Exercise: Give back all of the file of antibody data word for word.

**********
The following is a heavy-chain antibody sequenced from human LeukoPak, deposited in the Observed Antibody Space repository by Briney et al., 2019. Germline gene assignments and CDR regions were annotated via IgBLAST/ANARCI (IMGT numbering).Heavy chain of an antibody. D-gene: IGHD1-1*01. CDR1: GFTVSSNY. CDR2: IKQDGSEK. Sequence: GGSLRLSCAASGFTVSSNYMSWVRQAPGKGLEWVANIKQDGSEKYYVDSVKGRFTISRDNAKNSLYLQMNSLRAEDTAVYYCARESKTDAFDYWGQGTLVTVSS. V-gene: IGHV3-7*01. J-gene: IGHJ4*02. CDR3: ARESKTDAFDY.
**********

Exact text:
The following is a heavy-chain antibody sequenced from human LeukoPak, deposited in the Observed Antibody Space repository by Briney et al., 2019. Germline gene assignments and CDR regions were annotated via IgBLAST/ANARCI (IMGT numbering).Heavy chain of an antibody. D-gene: IGHD1-1*01. CDR1: GFTVSSNY. CDR2: IKQDGSEK. Sequence: GGSLRLSCAASGFTVSSNYMSWVRQAPGKGLEWVANIKQDGSEKYYVDSVKGRFTISRDNAKNSLYLQMNSLRAEDTAVYYCARESKTDAFDYWGQGTLVTVSS. V-gene: IGHV3-7*01. J-gene: IGHJ4*02. CDR3: ARESKTDAFDY.